Pukapuka volcanic chain
Map of the Pacific ocean rotated so the Euler
pole is due north. In this view, volcanic chains that
are parallel to plate motion align E-W. Major major
volcanic chains are shown. H: Hawaii, C: Carolines,
S: Samoa, SO: Societies, M: Marquesas, PP: Pukapuka,
A: Australs, L: Louisville.
The Pukapuka ("head
of the rock") chain of volcanic ridges
in the southeastern Pacific is traceable for
about 3,000 km, from near the Tuamotus all the
way to the East Pacific Rise (Figure 1). The
ridges are mainly arrayed en echelon (Figure
2). Some of them are closely grouped (Figure
3), and show a consistent scheme of growth.
They begin with small (1 – 2 km) “pancake”
volcanoes distributed along a sigmoidal trace,
followed by stacking on of more small volcanoes
to form a narrow ridge, and finally by the building
of a central volcano with radial rift zones.
Figure 1. Satellite gravity
map of part of the eastern Pacific, showing
the Pukapuka seamount chain (black dots, P-P’),
aligned in a gravity trough within the set of
parallel gravity ridges and troughs. Seamounts
are about 30 Ma at the western end of the chain,
while the eastern end is at the volcanically
active East Pacific Rise (black line). Click
on figure to enlarge.
Figure 2. Outline map of the Pukapuka
chain, showing the en echelon arrangement of volcanic
Figure 3. Group of en echelon ridges. Note sigmoid
trends. The ridges are composites of small volcanoes.
The strain pattern, suggesting N – S tension
with a component of right-lateral shear, is expressed
only in the distribution of extruded volcanic rocks,
and cannot be discerned in the detailed multibeam
images of the seabed between volcanic ridges (Figure
4). The dikes/pipes that fed the ridges must therefore
Figure 4. Multibeam chart of part
of the Pukapuka chain, showing pre-ridge N-trending
abyssal hill topography, which is not offset by faulting.
The sediment cover is less than 30 m thick.
Geochemical evidence favors
a shallow origin for the lavas: “The
lava compositions have weak garnet signatures
and trace element evidence for equilibration
of the most alkalic lavas with residual phlogopite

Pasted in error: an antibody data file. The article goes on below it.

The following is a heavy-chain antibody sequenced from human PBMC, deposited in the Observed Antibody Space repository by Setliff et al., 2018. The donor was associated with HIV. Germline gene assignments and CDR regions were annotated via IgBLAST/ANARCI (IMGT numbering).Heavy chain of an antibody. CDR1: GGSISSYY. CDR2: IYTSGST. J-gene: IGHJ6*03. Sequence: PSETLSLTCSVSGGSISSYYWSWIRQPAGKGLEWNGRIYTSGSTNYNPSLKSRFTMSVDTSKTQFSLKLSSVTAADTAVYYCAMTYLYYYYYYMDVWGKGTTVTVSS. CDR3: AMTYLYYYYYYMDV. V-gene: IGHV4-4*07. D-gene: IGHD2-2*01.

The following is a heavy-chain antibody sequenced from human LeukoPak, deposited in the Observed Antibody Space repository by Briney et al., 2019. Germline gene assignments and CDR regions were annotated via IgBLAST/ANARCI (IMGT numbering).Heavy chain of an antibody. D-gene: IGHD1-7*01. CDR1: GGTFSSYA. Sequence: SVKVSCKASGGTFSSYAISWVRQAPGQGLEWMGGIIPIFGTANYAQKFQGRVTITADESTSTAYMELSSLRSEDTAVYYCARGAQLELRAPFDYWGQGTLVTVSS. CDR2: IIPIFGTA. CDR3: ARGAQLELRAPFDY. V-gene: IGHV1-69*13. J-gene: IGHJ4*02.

or amphibole suggest that the Pukapuka lavas
were primarily derived from the shallow upper
mantle rather than a deep-seated mantle plume”
(Janney et al., 2000). Because volcanism
is focused in the troughs of gravity rolls,
indicating tension in the lithosphere, the
rolls are thus viewed as boudins
(Figure 5). (Ed: For an alternative view,
that suggests volcanic ridges are warps and
cracks in the plate due to non-uniform thermal
contraction of the lithosphere, see the Powerpoint
and Warps in the Lithosphere from Thermal
Contraction" by David Sandwell.)
Figure 5. Model for the Pukapuka seamount
chain. Volcanism is focused in the trough
of gravity rolls, indicating tension in the
lithosphere. The rolls are thus viewed as
Winterer, E.L. & Sandwell,
D.T., 1987, Evidence from en-echelon cross-grain
ridges for tensional cracks in the Pacific plate,
Nature, 329, 534-537.
Goodwillie, A.M., 1995, short-wavelength
gravity lineations and unusual flexure results at
the Pukapuka volcanic ridge system, Earth Planet.
Sci. Lett., 136, 297-314.
Sandwell, D.T., Winterer, E.L.,
Mammerickx, J., Duncan, R.A., Lynch, M.A., Levitt,
D.A., & Johnson, C.L., 1995, Evidence for diffuse
extension of the Pacific plate from Pukapuka ridges
and cross-grain gravity anomalies, J. Geophys.
Res., 100, 15,087-15,099.
Lynch, M.A., 1999, Linear ridge
groups: evidence for tensional cracking in the Pacific
plate, J. Geophys. Res., 104,
Janney, P.E., Macdougall, J.D.,
Natland, J.H., & Lynch, M.A., 2000, Geochemical
evidence fom he Pukapuka volcanic ridge system for
a shallow enriched mantle domain beneath the South
Pacific Superswell, Earth Planet. Sci. Lett.,
last updated 25th January, 2006